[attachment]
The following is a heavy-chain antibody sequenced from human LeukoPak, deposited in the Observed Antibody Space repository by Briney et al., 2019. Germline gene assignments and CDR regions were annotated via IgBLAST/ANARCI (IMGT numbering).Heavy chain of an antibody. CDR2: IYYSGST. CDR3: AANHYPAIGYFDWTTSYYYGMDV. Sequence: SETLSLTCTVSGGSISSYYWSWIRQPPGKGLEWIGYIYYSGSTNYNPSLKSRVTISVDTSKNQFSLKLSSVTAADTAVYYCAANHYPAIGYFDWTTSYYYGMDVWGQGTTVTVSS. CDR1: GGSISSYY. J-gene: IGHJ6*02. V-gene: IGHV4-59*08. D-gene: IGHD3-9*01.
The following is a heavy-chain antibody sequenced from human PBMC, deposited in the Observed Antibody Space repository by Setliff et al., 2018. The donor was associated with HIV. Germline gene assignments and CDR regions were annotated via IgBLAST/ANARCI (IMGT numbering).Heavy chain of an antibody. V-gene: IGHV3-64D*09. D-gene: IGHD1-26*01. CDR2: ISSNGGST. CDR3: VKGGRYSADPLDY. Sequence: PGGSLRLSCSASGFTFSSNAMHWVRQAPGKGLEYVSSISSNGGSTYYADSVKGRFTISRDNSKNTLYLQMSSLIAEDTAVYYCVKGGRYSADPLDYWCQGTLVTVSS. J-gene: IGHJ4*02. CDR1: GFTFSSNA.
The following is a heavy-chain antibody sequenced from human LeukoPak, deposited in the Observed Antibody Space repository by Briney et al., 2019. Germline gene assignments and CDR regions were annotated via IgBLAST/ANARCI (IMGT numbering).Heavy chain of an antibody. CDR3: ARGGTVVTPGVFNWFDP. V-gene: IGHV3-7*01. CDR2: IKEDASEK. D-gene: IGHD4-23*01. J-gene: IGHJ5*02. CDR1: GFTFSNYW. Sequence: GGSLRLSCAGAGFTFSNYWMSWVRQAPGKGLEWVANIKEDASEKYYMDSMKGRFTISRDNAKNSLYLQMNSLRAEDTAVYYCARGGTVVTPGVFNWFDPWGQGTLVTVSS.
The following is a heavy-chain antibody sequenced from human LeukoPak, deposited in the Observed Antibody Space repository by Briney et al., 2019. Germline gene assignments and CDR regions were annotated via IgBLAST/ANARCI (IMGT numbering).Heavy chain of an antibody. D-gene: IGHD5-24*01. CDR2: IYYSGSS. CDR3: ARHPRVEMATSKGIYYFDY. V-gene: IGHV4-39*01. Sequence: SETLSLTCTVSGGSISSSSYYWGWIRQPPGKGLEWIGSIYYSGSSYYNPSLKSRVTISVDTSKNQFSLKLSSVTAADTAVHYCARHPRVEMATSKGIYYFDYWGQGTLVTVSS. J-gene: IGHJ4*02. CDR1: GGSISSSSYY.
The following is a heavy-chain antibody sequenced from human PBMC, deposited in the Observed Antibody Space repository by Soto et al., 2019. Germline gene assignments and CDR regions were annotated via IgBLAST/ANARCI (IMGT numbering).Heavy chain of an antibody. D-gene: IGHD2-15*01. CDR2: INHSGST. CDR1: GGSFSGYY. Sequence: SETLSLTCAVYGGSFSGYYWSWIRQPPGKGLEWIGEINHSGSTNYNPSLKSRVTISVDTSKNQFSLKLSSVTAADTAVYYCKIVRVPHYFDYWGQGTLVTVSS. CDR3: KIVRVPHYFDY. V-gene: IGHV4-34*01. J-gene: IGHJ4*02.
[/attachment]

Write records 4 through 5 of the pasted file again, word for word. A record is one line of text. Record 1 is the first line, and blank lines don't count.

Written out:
The following is a heavy-chain antibody sequenced from human LeukoPak, deposited in the Observed Antibody Space repository by Briney et al., 2019. Germline gene assignments and CDR regions were annotated via IgBLAST/ANARCI (IMGT numbering).Heavy chain of an antibody. D-gene: IGHD5-24*01. CDR2: IYYSGSS. CDR3: ARHPRVEMATSKGIYYFDY. V-gene: IGHV4-39*01. Sequence: SETLSLTCTVSGGSISSSSYYWGWIRQPPGKGLEWIGSIYYSGSSYYNPSLKSRVTISVDTSKNQFSLKLSSVTAADTAVHYCARHPRVEMATSKGIYYFDYWGQGTLVTVSS. J-gene: IGHJ4*02. CDR1: GGSISSSSYY.
The following is a heavy-chain antibody sequenced from human PBMC, deposited in the Observed Antibody Space repository by Soto et al., 2019. Germline gene assignments and CDR regions were annotated via IgBLAST/ANARCI (IMGT numbering).Heavy chain of an antibody. D-gene: IGHD2-15*01. CDR2: INHSGST. CDR1: GGSFSGYY. Sequence: SETLSLTCAVYGGSFSGYYWSWIRQPPGKGLEWIGEINHSGSTNYNPSLKSRVTISVDTSKNQFSLKLSSVTAADTAVYYCKIVRVPHYFDYWGQGTLVTVSS. CDR3: KIVRVPHYFDY. V-gene: IGHV4-34*01. J-gene: IGHJ4*02.